How writing was taught in schools, 1900s to 1950s UK
Children used trays of sand and their fingers to practise writing in Victorian times, a method that required simple shaking to erase. They later progressed to slates and slate pencils, which made a scratching noise and were sometimes used with spit to erase. Chalks followed and were considered troublesome because of the chalk dust. Later, children progressed to pens with nibs that had to be dipped in ink, leading to potential drips and the need for nib replacements. Eventually, fountain pens replaced nib pens. Ballpoint pens were prohibited due to their perceived negative impact on handwriting quality.
One of my earliest memories of school in the early 1900s was being given a tray of sand to write out my letters with my finger. It had the advantage that there was no serious rubbing out to do. To start afresh, we children only had to shake the tray.
Later came slate and a 'slate' pencil, which made a horrible scratching noise and was very dirty because we would spit on the slate to rub bits out with our fingers.
What were slate pencils made of?
I have been unable to confirm what the slate pencils were made of. The most likely information on the internet suggests that they were of a soft slate composition or soap stone. The writing on the slate came out white.
Later we had chalks which seemed to me to be even more trouble than slate.
This was because I, like most girls, wore a pinafore over my dress. Pinafores were white cotton and sleeveless with frills round the armholes. Some were embroidered, some had a ribbon threaded through them and were very pretty. I think that the advantage of them was supposed to be that they could take high temperature washing, like boiling in the copper. However, the disadvantage was that they showed the slightest mark and laundry was harder work than anyone of today could possibly imagine. One day I got my pinafore in an awful mess at school with the chalks, and I was afraid to go home.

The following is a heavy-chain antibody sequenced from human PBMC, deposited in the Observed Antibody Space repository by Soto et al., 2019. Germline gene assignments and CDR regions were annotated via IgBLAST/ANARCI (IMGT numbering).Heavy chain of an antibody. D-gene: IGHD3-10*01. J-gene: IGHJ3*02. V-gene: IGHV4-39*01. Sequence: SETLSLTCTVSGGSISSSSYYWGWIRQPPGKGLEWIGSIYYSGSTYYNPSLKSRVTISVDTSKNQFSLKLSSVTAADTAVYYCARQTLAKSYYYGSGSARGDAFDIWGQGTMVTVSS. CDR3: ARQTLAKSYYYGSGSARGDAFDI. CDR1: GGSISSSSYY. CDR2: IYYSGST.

The girl who lived next door and was much older than me found me crying. She took me home and went in to my mother with me.
Later still came pens with nibs which had to be repeatedly dipped in ink with the consequent drips.
The nibs often got twisted and had to be replaced. A damaged nib could be eased out of the pen holder and a new one inserted. If a wider pen stroke was required, the nib could similarly be eased out and replaced with one of a different stroke thickness.
Each child's desk had an inkpot made of white china which was set into a specially made hole. These can be seen at the far right of desks on the classrooms page. Ink pots were filled each week by children who the teacher designated as class monitors. One of the pictures shows how the writing is dark after the nib has just been dipped into the ink and fades off until the nib is next dipped in. Note that the ink is blue, which was standard in the 1940s and 50s, and probably before.
The ink never seemed to stay where it was supposed to. Somehow it always travelled up our second fingers and we had to be very careful indeed not to get blots onto our clothes or our exercise books, which was very frowned upon.
Fun and games with pen nibs
I used to break the nibs to make them into twin pointed flightless darts. This must have been a common practice in schools, as an old friend from The Latymer tells me that he also used to make the nib darts. He even fitted them with paper flights. The target was usually the underside of the lid of classroom desks.
Learning to write in the 1940s
I was also taught to write with nib pens in the 1940s. Later we graduated to fountain pens which stored ink, so didn't need to be repeatedly dipped in an inkwell. Ball point pens were strenuously disallowed on the grounds that they ruined handwriting.